RIYADH - A Saudi court sentenced a preacher convicted of raping his five-year-old daughter and torturing her to death to eight years in prison and 800 lashes, a lawyer said on Tuesday.

In a case that drew widespread public condemnation in the kingdom and abroad, the court on Monday also ordered Fayhan al-Ghamdi to pay his ex-wife, the girl’s mother, one million riyals ($270,000) in ‘blood money’, lawyer Turki al-Rasheed told AFP.

Blood money is compensation for the next of kin under Islamic law.

The girl’s mother had demanded 10 million riyals ($2.7 million). Ghamdi’s second wife, accused of taking part in the crime, was sentenced to 10 months in prison and 150 lashes, said Rasheed, who is lawyer for the girl’s mother. Ghamdi was convicted of “raping and killing his five-year-old daughter Lama,” he added.

The girl was admitted to hospital on December 25, 2011 with multiple injuries, including a crushed skull, broken ribs and left arm, extensive bruising and burns, activists said. She died several months later.

Ghamdi, a regular guest on Muslim television networks despite not being an authorised cleric in Saudi Arabia, had confessed to having used cables and a cane to inflict the injuries, human rights activists said earlier this year.

Randa al-Kaleeb, a social worker from the hospital where Lama was admitted, said the girl’s back was broken and that she had been raped “everywhere”.Reportedly, Ghamdi had tortured and raped his daughter after he had doubted her virginity. Saudi rights activist Aziza al-Yousef said that Ghamdi’s sentence was too lenient. “We are extremely disappointed,” she said. “He should have been jailed for life or executed to serve as an example.”

Yousef was among many rights activists in the kingdom who had been campaigning for harsher sentence for Ghamdi after reports emerged in January that the court would only give him a short jail term and order him to pay blood money to the mother.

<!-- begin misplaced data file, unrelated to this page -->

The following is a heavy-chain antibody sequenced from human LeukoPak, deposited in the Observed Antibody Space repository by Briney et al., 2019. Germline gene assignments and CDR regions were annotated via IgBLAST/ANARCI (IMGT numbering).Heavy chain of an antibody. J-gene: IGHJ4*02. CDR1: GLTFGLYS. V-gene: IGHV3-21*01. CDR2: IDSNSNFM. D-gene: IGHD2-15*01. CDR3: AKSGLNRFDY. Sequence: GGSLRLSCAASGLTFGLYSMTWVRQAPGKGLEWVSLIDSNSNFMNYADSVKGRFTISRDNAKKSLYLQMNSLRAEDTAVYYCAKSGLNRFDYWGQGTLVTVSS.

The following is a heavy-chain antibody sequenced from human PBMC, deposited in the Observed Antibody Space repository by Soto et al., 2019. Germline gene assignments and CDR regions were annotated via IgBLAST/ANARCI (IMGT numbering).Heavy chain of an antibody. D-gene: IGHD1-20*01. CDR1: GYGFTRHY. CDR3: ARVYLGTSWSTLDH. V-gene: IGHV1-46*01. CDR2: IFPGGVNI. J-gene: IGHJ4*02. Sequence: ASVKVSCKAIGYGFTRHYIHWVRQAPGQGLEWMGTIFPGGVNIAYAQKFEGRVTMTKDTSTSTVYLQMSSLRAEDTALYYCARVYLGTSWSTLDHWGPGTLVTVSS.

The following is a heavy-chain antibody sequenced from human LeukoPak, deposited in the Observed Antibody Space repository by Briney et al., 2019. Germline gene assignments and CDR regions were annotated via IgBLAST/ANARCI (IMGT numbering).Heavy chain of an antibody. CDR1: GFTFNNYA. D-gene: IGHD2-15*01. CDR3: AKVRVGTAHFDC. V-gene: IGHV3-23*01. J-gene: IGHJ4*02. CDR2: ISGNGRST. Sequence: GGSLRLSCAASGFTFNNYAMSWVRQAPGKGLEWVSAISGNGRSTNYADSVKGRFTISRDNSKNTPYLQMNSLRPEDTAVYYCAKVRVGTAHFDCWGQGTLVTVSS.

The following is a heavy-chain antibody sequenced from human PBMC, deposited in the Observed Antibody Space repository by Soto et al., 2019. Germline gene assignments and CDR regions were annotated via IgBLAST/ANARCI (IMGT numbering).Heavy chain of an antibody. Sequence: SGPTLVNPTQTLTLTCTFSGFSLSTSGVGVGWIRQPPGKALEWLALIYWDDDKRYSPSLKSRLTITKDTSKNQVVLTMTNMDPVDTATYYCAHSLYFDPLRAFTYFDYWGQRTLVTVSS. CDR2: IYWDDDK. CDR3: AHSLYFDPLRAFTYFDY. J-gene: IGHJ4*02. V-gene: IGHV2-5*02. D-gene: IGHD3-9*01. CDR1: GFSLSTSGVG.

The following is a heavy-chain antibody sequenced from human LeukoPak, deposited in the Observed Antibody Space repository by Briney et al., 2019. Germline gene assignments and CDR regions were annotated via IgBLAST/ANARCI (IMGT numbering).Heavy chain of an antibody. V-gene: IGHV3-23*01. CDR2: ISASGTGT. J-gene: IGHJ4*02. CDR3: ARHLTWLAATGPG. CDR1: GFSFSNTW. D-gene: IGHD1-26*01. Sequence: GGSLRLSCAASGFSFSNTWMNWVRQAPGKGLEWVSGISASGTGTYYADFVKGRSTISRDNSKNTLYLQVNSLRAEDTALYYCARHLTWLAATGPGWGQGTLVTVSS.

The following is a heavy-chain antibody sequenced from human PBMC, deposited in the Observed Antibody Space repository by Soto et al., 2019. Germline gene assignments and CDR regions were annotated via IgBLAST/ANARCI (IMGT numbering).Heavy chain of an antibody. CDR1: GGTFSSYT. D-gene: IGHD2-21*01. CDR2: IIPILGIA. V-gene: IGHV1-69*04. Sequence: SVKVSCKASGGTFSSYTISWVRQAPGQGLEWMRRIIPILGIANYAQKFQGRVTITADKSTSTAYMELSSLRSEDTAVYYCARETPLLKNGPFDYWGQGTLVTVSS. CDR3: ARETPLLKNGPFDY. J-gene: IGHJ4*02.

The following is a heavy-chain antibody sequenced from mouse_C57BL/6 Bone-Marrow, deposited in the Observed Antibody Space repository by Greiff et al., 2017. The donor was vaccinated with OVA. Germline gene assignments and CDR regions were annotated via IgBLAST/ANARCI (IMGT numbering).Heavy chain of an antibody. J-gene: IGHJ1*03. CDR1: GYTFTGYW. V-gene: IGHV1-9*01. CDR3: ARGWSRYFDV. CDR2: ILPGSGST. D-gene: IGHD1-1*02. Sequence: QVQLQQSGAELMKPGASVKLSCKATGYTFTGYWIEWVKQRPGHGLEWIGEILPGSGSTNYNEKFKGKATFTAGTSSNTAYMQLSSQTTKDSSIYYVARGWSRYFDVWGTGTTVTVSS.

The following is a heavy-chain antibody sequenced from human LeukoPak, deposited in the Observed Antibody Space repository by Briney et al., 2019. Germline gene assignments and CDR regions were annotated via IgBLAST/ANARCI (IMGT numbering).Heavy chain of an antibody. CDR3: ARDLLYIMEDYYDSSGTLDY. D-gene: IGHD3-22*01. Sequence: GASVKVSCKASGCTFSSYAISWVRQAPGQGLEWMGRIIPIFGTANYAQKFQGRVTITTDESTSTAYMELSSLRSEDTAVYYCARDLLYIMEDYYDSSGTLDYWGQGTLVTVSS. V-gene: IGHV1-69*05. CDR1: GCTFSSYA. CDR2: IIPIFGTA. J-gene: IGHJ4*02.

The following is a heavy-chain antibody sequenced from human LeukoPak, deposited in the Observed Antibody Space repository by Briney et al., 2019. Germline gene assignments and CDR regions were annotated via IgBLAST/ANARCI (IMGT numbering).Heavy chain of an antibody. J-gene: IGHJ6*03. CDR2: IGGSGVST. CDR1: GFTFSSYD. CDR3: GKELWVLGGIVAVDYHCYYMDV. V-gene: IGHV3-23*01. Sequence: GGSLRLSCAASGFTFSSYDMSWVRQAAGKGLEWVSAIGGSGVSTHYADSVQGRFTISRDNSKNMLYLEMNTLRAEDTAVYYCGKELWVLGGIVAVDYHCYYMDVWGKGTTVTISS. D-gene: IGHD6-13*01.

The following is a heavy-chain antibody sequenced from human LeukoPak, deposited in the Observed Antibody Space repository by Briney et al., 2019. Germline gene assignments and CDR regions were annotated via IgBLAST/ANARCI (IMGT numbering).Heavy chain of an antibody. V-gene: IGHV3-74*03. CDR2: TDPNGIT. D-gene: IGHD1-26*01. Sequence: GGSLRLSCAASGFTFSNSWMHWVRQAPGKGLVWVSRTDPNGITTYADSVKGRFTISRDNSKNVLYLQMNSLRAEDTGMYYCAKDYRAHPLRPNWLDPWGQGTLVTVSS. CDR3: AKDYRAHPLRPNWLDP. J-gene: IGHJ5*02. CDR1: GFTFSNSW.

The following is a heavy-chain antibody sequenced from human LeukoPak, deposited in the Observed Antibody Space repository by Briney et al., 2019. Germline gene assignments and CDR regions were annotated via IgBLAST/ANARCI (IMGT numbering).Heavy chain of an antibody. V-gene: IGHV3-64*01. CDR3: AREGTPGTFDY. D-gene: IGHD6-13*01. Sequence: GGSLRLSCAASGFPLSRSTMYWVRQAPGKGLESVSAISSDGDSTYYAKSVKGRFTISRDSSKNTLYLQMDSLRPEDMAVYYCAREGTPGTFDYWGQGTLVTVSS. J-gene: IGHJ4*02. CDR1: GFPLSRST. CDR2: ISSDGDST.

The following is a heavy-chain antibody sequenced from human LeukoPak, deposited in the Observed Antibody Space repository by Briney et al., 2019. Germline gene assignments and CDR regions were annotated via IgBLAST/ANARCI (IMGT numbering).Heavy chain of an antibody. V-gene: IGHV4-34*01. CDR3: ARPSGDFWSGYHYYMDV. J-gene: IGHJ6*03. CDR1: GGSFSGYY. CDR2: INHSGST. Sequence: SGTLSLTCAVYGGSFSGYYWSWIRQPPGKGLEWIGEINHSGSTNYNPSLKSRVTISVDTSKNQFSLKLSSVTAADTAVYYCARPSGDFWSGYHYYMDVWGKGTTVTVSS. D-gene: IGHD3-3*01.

Saud Shemmari, co-founder of the Saudi Liberal Network, criticised the “very light sentence, which probably came because the assailant was bearded.”

Another activist, Khuloud al-Fahd, was also shocked by Ghamdi’s punishment.

“A few years ago, two burglars stole two sheep and were sentenced to five years in prison and lashes. How can a father who killed his daughter be condemned to such a light sentence?” she asked.

In ultra-conservative Saudi Arabia, where rape and murder are among several crimes punishable by death, a father cannot be executed for murdering his children, nor can husbands be executed for murdering their wives.

Such crimes carry a jail sentence between five to 12 years.

In August, Saudi Arabia adopted a law criminalising domestic violence, usually targeting women and children, the first such law in the kingdom. But the law has not yet been implemented.

According to BBC, Lama’s mother denied reports that he had raped her. The case of Fayhan al-Ghamdi made headlines around the world earlier this year when it was suggested that a Saudi court might let him walk free. Activists began a campaign named after his daughter, “I am Lama”, to press the authorities to prevent that happening. Al-Ghamdi is not recognised as a cleric by the Saudi religious establishment.